Although we had all the regular medical appointments, we chose to wait until the baby was born to find out the gender. In May 2010, the delivery staff did us the courtesy of holding up the baby and letting my (suddenly-new-father) husband discover and announce that it was a boy!
I wouldn't remember anything except that I've been keeping notes...
Although I had just seen him for the first time, he seemed familiar to me. He looked like our child, with dark hair and a light complexion. His startle reflex recalled to me how he moved in the womb. He lay on me, skin-to-skin, and when I held out a finger, he grasped it with his own. Later, he latched on to me, still and intent. Ten months on, his early morning feeding is the same: wide-eyed and purposeful.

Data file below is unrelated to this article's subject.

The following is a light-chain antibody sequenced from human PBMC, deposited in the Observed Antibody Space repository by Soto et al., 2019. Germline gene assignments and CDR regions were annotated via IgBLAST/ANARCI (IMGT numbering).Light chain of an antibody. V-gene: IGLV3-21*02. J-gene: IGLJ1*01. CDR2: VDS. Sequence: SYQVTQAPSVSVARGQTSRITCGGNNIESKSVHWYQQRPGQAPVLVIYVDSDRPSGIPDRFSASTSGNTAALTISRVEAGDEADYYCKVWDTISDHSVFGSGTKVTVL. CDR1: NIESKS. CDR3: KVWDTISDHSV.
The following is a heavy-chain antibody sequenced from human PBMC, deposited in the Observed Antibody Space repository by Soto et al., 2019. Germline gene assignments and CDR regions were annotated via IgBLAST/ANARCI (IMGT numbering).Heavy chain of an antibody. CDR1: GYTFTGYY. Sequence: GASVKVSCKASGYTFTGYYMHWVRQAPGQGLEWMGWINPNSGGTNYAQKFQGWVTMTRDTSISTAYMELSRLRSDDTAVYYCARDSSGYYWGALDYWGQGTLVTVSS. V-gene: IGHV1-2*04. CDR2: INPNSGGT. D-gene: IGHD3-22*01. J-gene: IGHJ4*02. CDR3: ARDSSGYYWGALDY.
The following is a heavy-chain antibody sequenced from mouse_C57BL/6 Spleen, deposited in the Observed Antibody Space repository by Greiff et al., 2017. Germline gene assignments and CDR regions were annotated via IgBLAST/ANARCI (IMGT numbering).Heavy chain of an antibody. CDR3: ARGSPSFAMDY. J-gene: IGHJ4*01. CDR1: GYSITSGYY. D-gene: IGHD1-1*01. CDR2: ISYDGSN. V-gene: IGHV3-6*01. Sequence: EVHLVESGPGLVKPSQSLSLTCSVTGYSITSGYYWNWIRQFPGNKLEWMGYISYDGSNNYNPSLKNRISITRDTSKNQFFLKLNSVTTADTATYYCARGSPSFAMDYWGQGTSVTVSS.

Each day of that first week felt like the expansion of the world, of our own world: 'And there was evening, and there was morning-the second day.'
Instant attachment...telling my husband on day 3, in post-partum tears, if anything ever happened to the baby, he should lie to me as long as possible...
Nursing a child means an 'objects-closer-than-they-appear' zoomed-in perspective. The cry of his newborn hunger was so compelling that it may have also added to his presence in the room. It's only in pictures and as others were holding him that I realized how small he was.
The father next door with two kids visits with a baby basket and tells us he's taking down the lattice privacy screen he had put up over the fence between us. It seems a metaphor for our arrival as parents of a young child. We've entered into a society where the sharing of our children's ages signals a potential play date, and ensuing child-led adult interactions.
I wanted the following on the birth announcement, for this baby born in the Chinese year of the Tiger: